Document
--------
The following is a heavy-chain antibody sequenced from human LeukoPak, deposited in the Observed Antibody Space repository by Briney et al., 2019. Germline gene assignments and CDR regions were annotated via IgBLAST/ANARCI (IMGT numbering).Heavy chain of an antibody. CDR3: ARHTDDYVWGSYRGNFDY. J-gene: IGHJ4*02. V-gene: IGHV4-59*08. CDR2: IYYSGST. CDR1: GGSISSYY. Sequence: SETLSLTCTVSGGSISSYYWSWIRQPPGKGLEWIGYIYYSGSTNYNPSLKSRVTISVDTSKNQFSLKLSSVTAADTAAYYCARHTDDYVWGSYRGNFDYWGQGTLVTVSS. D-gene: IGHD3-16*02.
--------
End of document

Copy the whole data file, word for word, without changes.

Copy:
The following is a heavy-chain antibody sequenced from human LeukoPak, deposited in the Observed Antibody Space repository by Briney et al., 2019. Germline gene assignments and CDR regions were annotated via IgBLAST/ANARCI (IMGT numbering).Heavy chain of an antibody. CDR3: ARHTDDYVWGSYRGNFDY. J-gene: IGHJ4*02. V-gene: IGHV4-59*08. CDR2: IYYSGST. CDR1: GGSISSYY. Sequence: SETLSLTCTVSGGSISSYYWSWIRQPPGKGLEWIGYIYYSGSTNYNPSLKSRVTISVDTSKNQFSLKLSSVTAADTAAYYCARHTDDYVWGSYRGNFDYWGQGTLVTVSS. D-gene: IGHD3-16*02.